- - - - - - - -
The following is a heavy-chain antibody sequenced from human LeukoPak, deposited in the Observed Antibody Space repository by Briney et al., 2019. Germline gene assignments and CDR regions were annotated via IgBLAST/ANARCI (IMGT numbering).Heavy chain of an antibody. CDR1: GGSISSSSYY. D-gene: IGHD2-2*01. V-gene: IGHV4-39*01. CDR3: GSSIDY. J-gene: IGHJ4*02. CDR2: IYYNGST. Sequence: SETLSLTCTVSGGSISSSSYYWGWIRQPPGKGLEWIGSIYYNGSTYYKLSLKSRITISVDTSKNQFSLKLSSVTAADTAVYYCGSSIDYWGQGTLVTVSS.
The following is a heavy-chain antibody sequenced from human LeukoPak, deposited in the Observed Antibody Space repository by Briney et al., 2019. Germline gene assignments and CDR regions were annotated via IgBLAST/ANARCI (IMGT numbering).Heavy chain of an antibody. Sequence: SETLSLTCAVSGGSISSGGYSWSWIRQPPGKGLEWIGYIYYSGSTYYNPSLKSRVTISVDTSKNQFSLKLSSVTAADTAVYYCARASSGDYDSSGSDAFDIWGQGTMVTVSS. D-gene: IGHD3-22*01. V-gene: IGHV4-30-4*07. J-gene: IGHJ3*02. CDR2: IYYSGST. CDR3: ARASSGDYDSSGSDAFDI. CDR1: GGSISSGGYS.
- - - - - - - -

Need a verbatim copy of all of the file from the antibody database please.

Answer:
The following is a heavy-chain antibody sequenced from human LeukoPak, deposited in the Observed Antibody Space repository by Briney et al., 2019. Germline gene assignments and CDR regions were annotated via IgBLAST/ANARCI (IMGT numbering).Heavy chain of an antibody. CDR1: GGSISSSSYY. D-gene: IGHD2-2*01. V-gene: IGHV4-39*01. CDR3: GSSIDY. J-gene: IGHJ4*02. CDR2: IYYNGST. Sequence: SETLSLTCTVSGGSISSSSYYWGWIRQPPGKGLEWIGSIYYNGSTYYKLSLKSRITISVDTSKNQFSLKLSSVTAADTAVYYCGSSIDYWGQGTLVTVSS.
The following is a heavy-chain antibody sequenced from human LeukoPak, deposited in the Observed Antibody Space repository by Briney et al., 2019. Germline gene assignments and CDR regions were annotated via IgBLAST/ANARCI (IMGT numbering).Heavy chain of an antibody. Sequence: SETLSLTCAVSGGSISSGGYSWSWIRQPPGKGLEWIGYIYYSGSTYYNPSLKSRVTISVDTSKNQFSLKLSSVTAADTAVYYCARASSGDYDSSGSDAFDIWGQGTMVTVSS. D-gene: IGHD3-22*01. V-gene: IGHV4-30-4*07. J-gene: IGHJ3*02. CDR2: IYYSGST. CDR3: ARASSGDYDSSGSDAFDI. CDR1: GGSISSGGYS.